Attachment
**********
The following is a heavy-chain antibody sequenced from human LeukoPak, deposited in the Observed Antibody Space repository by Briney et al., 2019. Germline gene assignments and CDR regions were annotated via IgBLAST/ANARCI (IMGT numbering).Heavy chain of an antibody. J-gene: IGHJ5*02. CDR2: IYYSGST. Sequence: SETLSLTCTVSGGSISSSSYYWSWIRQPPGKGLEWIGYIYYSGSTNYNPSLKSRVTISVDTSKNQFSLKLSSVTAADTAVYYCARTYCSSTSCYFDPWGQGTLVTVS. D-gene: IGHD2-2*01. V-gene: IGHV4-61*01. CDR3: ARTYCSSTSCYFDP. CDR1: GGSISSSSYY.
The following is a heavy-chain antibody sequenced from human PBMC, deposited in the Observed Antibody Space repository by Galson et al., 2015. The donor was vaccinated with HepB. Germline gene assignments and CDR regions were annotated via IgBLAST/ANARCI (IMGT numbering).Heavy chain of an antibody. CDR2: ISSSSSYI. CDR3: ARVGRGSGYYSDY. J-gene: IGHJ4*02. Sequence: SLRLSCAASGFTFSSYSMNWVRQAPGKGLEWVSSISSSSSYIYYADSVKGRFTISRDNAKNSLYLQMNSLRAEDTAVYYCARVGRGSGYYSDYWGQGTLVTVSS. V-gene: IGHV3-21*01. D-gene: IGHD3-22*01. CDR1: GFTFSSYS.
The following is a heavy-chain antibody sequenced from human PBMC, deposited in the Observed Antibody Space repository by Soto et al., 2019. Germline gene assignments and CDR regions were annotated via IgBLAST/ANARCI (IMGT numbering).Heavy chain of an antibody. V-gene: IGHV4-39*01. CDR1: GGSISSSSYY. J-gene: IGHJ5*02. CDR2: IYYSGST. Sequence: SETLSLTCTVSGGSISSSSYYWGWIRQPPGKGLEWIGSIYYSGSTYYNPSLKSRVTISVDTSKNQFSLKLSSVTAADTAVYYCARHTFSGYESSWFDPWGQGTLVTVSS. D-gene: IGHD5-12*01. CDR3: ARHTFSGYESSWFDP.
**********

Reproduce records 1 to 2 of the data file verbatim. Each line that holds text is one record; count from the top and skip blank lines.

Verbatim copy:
The following is a heavy-chain antibody sequenced from human LeukoPak, deposited in the Observed Antibody Space repository by Briney et al., 2019. Germline gene assignments and CDR regions were annotated via IgBLAST/ANARCI (IMGT numbering).Heavy chain of an antibody. J-gene: IGHJ5*02. CDR2: IYYSGST. Sequence: SETLSLTCTVSGGSISSSSYYWSWIRQPPGKGLEWIGYIYYSGSTNYNPSLKSRVTISVDTSKNQFSLKLSSVTAADTAVYYCARTYCSSTSCYFDPWGQGTLVTVS. D-gene: IGHD2-2*01. V-gene: IGHV4-61*01. CDR3: ARTYCSSTSCYFDP. CDR1: GGSISSSSYY.
The following is a heavy-chain antibody sequenced from human PBMC, deposited in the Observed Antibody Space repository by Galson et al., 2015. The donor was vaccinated with HepB. Germline gene assignments and CDR regions were annotated via IgBLAST/ANARCI (IMGT numbering).Heavy chain of an antibody. CDR2: ISSSSSYI. CDR3: ARVGRGSGYYSDY. J-gene: IGHJ4*02. Sequence: SLRLSCAASGFTFSSYSMNWVRQAPGKGLEWVSSISSSSSYIYYADSVKGRFTISRDNAKNSLYLQMNSLRAEDTAVYYCARVGRGSGYYSDYWGQGTLVTVSS. V-gene: IGHV3-21*01. D-gene: IGHD3-22*01. CDR1: GFTFSSYS.